The most effective ground force against the Islamic State could become collateral damage under a U.S. deal with Turkey.
- By Dan De LuceDan De Luce is Foreign Policy’s chief national security correspondent. He joined FP in June 2015 after working as Pentagon correspondent for Agence France-Presse. Prior to that, Dan reported for the Guardian from Iran until he was expelled by the regime in 2004. After the end of communist rule in Eastern Europe, Dan worked as a freelance journalist in Prague. He later covered the war in former Yugoslavia for Reuters from 1993 to 1995 before serving as Sarajevo bureau chief after the conflict. Born and raised in Los Angeles, Dan lives in Washington with his wife, journalist and author Caitriona Palmer, and his four children.
Turkey sent fighter jets into northern Iraq last week to attack an adversary it sees as a grave threat to its national security. But the target was not the Islamic State.
Instead, the Turkish warplanes pounded a Kurdish militia in Iraq that has fought Ankara for years in a bid for self-rule.
Turkey also bombed Islamic State militants in Syria last week. Yet the strikes against the guerrilla Kurdistan Workers’ Party (PKK) in Iraq’s Qandil Mountains underscored Washington’s dilemma as it seeks to bring Turkey into the fight against the Islamic State despite Ankara’s long-running conflict with Kurdish separatists.
The United States has been pushing Turkey for nearly a year to throw its full weight behind the war against the Islamic State and for months was denied permission to stage airstrikes out of Incirlik Air Base, near the border with Syria. But now, as a consequence of winning Turkey’s permission to use the base for airstrikes, Washington may be allowing Ankara to batter the only forces on the ground that have proved effective against the Islamic State.
While Washington sees the Islamic State as a dire threat, it’s clear that Turkish President Recep Tayyip Erdogan is as focused on going after the PKK, which claimed responsibility for fatally shooting two Turkish police officers on July 22. The attack prompted the Turkish air raids against the group in northern Iraq and signaled that a fragile two-year-old cease-fire had come undone.
Turkish leaders often speak about the Islamic State and the PKK in equivalent terms and have viewed the battlefield gains made by Syrian and Iraqi Kurds as a potential danger that could ignite separatist sentiment among its own restive Kurdish minority. The PKK waged a 30-year insurgency against Turkey that left tens of thousands dead, and the United States has labeled the group a terrorist organization.
The gap between Turkey and the United States was exposed in recent days as officials used different language to describe their new agreement. Turkish leaders said the two countries plan to form a “safe zone” along a strip of land in northern Syria on the border with Turkey.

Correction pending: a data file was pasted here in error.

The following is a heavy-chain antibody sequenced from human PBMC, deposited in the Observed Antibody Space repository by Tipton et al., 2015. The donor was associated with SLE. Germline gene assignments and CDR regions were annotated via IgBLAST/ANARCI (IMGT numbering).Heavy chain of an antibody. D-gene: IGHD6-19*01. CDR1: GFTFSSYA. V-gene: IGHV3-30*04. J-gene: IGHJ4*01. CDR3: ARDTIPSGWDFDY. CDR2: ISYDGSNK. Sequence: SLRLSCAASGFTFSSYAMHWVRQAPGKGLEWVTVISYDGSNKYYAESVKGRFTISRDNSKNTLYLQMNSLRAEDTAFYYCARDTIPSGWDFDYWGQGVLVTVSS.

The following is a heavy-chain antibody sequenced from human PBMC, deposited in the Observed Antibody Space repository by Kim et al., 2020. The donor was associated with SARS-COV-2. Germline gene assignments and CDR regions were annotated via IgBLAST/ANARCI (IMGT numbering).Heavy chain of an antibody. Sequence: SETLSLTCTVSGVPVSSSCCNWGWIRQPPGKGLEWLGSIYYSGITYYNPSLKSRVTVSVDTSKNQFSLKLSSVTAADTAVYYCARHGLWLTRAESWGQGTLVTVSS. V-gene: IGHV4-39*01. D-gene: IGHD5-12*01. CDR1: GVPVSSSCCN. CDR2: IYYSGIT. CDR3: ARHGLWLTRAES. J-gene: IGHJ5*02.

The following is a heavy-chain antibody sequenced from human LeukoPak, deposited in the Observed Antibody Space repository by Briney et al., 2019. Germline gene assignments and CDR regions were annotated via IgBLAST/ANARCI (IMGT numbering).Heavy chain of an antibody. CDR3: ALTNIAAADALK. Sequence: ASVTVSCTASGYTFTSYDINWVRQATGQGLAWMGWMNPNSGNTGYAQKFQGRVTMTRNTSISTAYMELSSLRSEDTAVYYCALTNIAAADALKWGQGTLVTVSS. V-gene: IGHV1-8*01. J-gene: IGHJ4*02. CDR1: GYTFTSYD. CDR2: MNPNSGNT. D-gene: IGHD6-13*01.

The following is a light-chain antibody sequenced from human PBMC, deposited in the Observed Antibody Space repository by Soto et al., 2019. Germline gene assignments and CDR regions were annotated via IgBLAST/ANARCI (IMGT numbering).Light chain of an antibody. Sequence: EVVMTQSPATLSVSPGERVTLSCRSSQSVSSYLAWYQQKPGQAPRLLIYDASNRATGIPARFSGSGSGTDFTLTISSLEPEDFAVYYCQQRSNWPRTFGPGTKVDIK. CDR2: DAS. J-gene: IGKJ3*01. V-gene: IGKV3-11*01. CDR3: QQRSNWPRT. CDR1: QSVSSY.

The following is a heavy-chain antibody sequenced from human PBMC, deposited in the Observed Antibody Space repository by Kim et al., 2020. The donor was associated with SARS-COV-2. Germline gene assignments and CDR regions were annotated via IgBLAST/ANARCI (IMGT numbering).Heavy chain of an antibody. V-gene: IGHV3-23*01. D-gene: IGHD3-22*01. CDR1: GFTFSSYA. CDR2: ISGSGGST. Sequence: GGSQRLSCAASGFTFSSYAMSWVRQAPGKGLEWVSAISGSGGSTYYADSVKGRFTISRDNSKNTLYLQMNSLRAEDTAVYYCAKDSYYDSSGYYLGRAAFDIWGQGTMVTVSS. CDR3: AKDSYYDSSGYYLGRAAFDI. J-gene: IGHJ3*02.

The officials suggested the area would resemble a no-fly zone. Although the Islamic State has no air force, the Syrian regime of President Bashar al-Assad has air defenses and warplanes that could threaten any safe area. U.S. officials have previously balked at the idea of enforcing a no-fly zone, as it would mean a wider American military commitment and possibly require opening a second front against the Assad regime even as the fight continues against the Islamic State.
U.S. officials were more cautious about the proposed 68-mile-long safe area, saying the two governments were still discussing exactly how an Islamic State “free zone” in northern Syria would operate and how it would be secured.
U.S. officials acknowledged that the tentative arrangement with Turkey was delicate and complicated, and they said they are urging Ankara to act with restraint and proportion in pursuing the PKK to avoid undermining the broader objective of defeating the Islamic State.
Officials said U.S. President Barack Obama’s administration recognizes the value of the Kurdish militias in Syria and Iraq and vowed not to abandon them.
The Syrian Kurds are an important partner and “they have had great success,” an administration official said Tuesday.
“We don’t want to see that complicated in any way” and “we are not going to forsake them,” the official told Foreign Policy.
Turkey received expressions of political support from NATO allies at an extraordinary meeting convened on Tuesday, with member states welcoming the country’s decision to move more forcefully against the Islamic State. But European officials are also concerned that Ankara could undercut the Kurdish forces in Iraq and Syria if it unleashes a large-scale campaign against the PKK.
Obama’s deputy envoy to the international coalition battling the Islamic State, Brett McGurk, sought to play down the Turkish airstrikes against the PKK.